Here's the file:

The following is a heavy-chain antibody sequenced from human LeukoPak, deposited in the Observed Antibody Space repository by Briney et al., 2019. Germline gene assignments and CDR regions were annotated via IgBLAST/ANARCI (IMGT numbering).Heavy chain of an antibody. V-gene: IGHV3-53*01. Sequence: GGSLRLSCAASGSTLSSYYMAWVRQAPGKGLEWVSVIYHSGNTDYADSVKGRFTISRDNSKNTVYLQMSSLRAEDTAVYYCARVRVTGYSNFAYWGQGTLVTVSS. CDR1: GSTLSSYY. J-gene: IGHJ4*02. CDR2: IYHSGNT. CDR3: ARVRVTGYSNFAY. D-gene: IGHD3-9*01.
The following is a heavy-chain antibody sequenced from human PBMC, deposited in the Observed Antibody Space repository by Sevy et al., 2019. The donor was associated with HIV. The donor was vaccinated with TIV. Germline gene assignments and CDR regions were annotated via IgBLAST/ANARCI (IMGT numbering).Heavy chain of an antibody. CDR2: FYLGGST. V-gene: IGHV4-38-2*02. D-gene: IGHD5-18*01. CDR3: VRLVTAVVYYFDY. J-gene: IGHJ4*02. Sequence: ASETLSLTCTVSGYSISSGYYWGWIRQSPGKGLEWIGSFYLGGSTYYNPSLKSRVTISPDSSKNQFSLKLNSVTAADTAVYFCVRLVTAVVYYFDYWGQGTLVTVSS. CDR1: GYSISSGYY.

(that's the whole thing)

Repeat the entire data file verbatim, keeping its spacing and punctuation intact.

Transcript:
The following is a heavy-chain antibody sequenced from human LeukoPak, deposited in the Observed Antibody Space repository by Briney et al., 2019. Germline gene assignments and CDR regions were annotated via IgBLAST/ANARCI (IMGT numbering).Heavy chain of an antibody. V-gene: IGHV3-53*01. Sequence: GGSLRLSCAASGSTLSSYYMAWVRQAPGKGLEWVSVIYHSGNTDYADSVKGRFTISRDNSKNTVYLQMSSLRAEDTAVYYCARVRVTGYSNFAYWGQGTLVTVSS. CDR1: GSTLSSYY. J-gene: IGHJ4*02. CDR2: IYHSGNT. CDR3: ARVRVTGYSNFAY. D-gene: IGHD3-9*01.
The following is a heavy-chain antibody sequenced from human PBMC, deposited in the Observed Antibody Space repository by Sevy et al., 2019. The donor was associated with HIV. The donor was vaccinated with TIV. Germline gene assignments and CDR regions were annotated via IgBLAST/ANARCI (IMGT numbering).Heavy chain of an antibody. CDR2: FYLGGST. V-gene: IGHV4-38-2*02. D-gene: IGHD5-18*01. CDR3: VRLVTAVVYYFDY. J-gene: IGHJ4*02. Sequence: ASETLSLTCTVSGYSISSGYYWGWIRQSPGKGLEWIGSFYLGGSTYYNPSLKSRVTISPDSSKNQFSLKLNSVTAADTAVYFCVRLVTAVVYYFDYWGQGTLVTVSS. CDR1: GYSISSGYY.